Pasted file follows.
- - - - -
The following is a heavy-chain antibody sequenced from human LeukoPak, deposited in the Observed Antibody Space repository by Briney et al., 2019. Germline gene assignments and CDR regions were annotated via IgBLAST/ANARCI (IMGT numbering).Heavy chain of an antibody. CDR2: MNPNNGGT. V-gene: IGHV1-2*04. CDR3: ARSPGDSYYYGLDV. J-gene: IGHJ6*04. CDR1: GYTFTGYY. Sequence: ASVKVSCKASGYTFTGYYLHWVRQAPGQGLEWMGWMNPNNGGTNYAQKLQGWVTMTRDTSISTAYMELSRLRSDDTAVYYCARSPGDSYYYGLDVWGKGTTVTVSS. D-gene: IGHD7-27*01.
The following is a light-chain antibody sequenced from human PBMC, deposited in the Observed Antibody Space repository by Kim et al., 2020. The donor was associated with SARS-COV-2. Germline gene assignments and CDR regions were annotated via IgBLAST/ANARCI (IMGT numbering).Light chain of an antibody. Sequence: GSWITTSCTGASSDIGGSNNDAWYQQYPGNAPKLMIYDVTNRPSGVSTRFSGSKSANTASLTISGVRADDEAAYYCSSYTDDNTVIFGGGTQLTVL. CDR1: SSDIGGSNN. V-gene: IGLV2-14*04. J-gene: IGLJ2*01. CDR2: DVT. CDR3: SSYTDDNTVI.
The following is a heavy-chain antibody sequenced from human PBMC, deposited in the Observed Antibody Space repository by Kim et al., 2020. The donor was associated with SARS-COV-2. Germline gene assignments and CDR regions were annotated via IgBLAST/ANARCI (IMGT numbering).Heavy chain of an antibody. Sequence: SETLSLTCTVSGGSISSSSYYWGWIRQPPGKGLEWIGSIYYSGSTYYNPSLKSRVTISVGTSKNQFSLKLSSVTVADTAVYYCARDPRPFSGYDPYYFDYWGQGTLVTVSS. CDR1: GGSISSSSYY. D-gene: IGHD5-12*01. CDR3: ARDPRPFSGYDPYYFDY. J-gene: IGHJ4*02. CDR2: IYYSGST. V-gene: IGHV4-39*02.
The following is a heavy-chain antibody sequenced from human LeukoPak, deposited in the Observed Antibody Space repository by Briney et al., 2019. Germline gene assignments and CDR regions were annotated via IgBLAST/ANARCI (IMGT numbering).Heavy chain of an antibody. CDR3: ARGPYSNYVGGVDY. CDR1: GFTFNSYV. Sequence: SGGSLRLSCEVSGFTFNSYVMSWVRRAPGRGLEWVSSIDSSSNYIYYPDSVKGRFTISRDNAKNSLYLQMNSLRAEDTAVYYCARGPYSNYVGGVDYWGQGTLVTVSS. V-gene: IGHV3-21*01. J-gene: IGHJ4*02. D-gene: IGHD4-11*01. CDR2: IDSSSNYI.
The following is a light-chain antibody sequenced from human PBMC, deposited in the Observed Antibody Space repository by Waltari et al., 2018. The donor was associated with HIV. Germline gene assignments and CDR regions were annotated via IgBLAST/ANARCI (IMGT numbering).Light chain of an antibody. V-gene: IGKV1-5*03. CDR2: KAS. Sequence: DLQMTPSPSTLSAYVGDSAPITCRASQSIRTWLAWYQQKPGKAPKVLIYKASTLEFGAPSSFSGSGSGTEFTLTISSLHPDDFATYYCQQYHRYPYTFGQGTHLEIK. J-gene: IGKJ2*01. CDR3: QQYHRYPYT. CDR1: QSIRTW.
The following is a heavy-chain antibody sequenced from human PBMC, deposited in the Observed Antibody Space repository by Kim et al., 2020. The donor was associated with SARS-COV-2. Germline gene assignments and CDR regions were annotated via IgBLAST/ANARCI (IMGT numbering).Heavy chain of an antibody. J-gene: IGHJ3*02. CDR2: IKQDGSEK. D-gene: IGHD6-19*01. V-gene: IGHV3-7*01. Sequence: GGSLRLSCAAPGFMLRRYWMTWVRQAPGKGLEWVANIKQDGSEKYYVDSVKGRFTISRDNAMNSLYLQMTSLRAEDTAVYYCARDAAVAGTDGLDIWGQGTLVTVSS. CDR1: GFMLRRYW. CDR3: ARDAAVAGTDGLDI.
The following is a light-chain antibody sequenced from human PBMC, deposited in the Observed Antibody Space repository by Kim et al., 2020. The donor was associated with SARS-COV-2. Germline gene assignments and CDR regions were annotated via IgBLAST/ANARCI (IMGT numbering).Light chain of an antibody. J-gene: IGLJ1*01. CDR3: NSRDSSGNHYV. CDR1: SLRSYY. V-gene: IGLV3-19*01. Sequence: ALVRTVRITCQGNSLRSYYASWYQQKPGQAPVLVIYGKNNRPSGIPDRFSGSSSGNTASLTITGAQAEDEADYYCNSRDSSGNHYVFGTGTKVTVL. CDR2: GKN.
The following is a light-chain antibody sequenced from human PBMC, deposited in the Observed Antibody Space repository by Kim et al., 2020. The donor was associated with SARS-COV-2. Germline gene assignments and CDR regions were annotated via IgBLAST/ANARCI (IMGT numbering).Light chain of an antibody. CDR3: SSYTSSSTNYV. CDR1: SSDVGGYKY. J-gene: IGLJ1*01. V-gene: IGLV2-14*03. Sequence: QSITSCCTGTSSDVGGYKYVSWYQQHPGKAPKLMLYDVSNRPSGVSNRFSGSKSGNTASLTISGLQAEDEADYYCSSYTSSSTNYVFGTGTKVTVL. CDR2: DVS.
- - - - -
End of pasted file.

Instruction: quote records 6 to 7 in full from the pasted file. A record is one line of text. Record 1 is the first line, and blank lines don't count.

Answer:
The following is a heavy-chain antibody sequenced from human PBMC, deposited in the Observed Antibody Space repository by Kim et al., 2020. The donor was associated with SARS-COV-2. Germline gene assignments and CDR regions were annotated via IgBLAST/ANARCI (IMGT numbering).Heavy chain of an antibody. J-gene: IGHJ3*02. CDR2: IKQDGSEK. D-gene: IGHD6-19*01. V-gene: IGHV3-7*01. Sequence: GGSLRLSCAAPGFMLRRYWMTWVRQAPGKGLEWVANIKQDGSEKYYVDSVKGRFTISRDNAMNSLYLQMTSLRAEDTAVYYCARDAAVAGTDGLDIWGQGTLVTVSS. CDR1: GFMLRRYW. CDR3: ARDAAVAGTDGLDI.
The following is a light-chain antibody sequenced from human PBMC, deposited in the Observed Antibody Space repository by Kim et al., 2020. The donor was associated with SARS-COV-2. Germline gene assignments and CDR regions were annotated via IgBLAST/ANARCI (IMGT numbering).Light chain of an antibody. J-gene: IGLJ1*01. CDR3: NSRDSSGNHYV. CDR1: SLRSYY. V-gene: IGLV3-19*01. Sequence: ALVRTVRITCQGNSLRSYYASWYQQKPGQAPVLVIYGKNNRPSGIPDRFSGSSSGNTASLTITGAQAEDEADYYCNSRDSSGNHYVFGTGTKVTVL. CDR2: GKN.